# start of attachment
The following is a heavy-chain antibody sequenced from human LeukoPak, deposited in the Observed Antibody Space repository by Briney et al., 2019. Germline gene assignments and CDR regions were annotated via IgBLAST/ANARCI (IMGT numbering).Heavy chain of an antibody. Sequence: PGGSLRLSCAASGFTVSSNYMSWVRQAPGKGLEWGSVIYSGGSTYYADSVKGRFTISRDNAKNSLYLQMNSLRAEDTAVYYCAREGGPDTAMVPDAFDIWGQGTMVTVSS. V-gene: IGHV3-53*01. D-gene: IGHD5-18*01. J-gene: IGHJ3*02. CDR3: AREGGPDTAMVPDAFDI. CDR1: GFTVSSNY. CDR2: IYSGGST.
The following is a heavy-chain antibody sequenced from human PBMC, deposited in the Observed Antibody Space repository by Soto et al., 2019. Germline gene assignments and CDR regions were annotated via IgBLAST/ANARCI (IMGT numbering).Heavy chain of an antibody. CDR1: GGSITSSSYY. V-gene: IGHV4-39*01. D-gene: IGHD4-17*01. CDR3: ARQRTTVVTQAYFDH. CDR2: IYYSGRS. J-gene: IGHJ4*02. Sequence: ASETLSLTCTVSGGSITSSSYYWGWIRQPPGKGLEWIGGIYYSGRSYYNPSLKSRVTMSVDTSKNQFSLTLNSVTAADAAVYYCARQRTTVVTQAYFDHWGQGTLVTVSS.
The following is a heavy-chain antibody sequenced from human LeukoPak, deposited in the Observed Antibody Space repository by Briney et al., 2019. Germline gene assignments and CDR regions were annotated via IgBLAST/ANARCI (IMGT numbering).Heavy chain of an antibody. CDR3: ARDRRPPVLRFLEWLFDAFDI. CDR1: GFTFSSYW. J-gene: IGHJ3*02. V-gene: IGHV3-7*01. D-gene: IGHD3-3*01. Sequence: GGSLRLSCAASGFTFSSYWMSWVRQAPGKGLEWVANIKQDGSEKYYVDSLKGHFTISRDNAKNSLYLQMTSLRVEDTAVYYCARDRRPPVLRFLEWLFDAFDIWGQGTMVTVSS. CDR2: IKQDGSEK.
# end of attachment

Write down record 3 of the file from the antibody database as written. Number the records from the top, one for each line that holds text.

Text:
The following is a heavy-chain antibody sequenced from human LeukoPak, deposited in the Observed Antibody Space repository by Briney et al., 2019. Germline gene assignments and CDR regions were annotated via IgBLAST/ANARCI (IMGT numbering).Heavy chain of an antibody. CDR3: ARDRRPPVLRFLEWLFDAFDI. CDR1: GFTFSSYW. J-gene: IGHJ3*02. V-gene: IGHV3-7*01. D-gene: IGHD3-3*01. Sequence: GGSLRLSCAASGFTFSSYWMSWVRQAPGKGLEWVANIKQDGSEKYYVDSLKGHFTISRDNAKNSLYLQMTSLRVEDTAVYYCARDRRPPVLRFLEWLFDAFDIWGQGTMVTVSS. CDR2: IKQDGSEK.